Journal of
Horticulture and Forestry

  • Abbreviation: J. Hortic. For.
  • Language: English
  • ISSN: 2006-9782
  • DOI: 10.5897/JHF
  • Start Year: 2009
  • Published Articles: 302

Full Length Research Paper

Yield improvement in hot pepper through demonstration of improved variety (Melkashote) with improved production technologies under irrigation scheme, Abergelle, Tigray, Ethiopia

Hintsa Meresa
  • Hintsa Meresa
  • Abergelle Agricultural Research Center, P. O. Box 44 Abi-Adi, Tigray, Ethiopia.
  • Google Scholar
Tsegay Gebreselassie
  • Tsegay Gebreselassie
  • Abergelle Agricultural Research Center, P. O. Box 44 Abi-Adi, Tigray, Ethiopia.
  • Google Scholar
Fantay Belay
  • Fantay Belay
  • Abergelle Agricultural Research Center, P. O. Box 44 Abi-Adi, Tigray, Ethiopia.
  • Google Scholar
Haftu Kelelew
  • Haftu Kelelew
  • Abergelle Agricultural Research Center, P. O. Box 44 Abi-Adi, Tigray, Ethiopia.
  • Google Scholar
Atsbha Gebreslassie
  • Atsbha Gebreslassie
  • Abergelle Agricultural Research Center, P. O. Box 44 Abi-Adi, Tigray, Ethiopia.
  • Google Scholar


  •  Received: 01 March 2017
  •  Accepted: 16 May 2017
  •  Published: 30 September 2017

 ABSTRACT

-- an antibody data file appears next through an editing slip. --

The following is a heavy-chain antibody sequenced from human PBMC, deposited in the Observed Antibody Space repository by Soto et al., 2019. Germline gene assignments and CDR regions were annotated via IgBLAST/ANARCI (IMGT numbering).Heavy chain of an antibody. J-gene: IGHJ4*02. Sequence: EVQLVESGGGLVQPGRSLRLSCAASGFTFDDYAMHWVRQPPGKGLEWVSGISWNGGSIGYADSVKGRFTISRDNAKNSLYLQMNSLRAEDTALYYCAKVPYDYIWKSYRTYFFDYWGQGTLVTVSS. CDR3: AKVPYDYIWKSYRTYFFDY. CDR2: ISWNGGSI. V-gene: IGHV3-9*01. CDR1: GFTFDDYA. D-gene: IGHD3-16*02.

The demonstration was conducted in 2014/15 production season at Tanqua-Abergelle district, particularly at Hadash-Tekhli (Zembaw) irrigation scheme at farmers’ land. The scheme has high irrigation potential for horticultural crops production. But, improved technologies have not yet demonstrated. Therefore, the objective of this research was to demonstrate improved variety of pepper with improved management practice in to the irrigation scheme. The improved pepper variety (Melkashote) and local cultivar, ’Tsalet’ were used in the demonstration. The mean fresh fruit yield obtained from the improved pepper variety was higher (13.87 t/ha) than the local cultivar (10.16 t/ha). This shows 36.5% fresh pepper fruits yield increment over local cultivar, implying yield productivity per unit area can be increased by using the improved pepper variety. In addition, the improved pepper variety (Melkashote) required 115 days to mature whereas the local cultivar matured in 129 days. This shows the improved pepper variety was earlier in maturity than the local cultivar. In terms of monetary value, an average gross income of 202,859.60 Birr/ha or US$ 96,46.33 per hectare was generated from the improved pepper variety while from the local cultivar was 114,277.50 Birr/ha or US$ 5,434.10 per hectare. This implies the farmers were able to generate more income from the improved pepper fresh yield over the local cultivar. Besides, based on farmers’ perception results, except the attributes of fruit size, most of the respondents had favored the improved pepper variety (Melkashote) in its productivity, fruit length, fruit color, maturity, insect and disease resistance, marketability, fruit quality and taste than the local cultivar (Tsalet). Hence, the farmers decided to grow the variety in the next production season. Therefore, further popularization and scaling out activities should be done by the research center and office of agriculture and rural development of the district.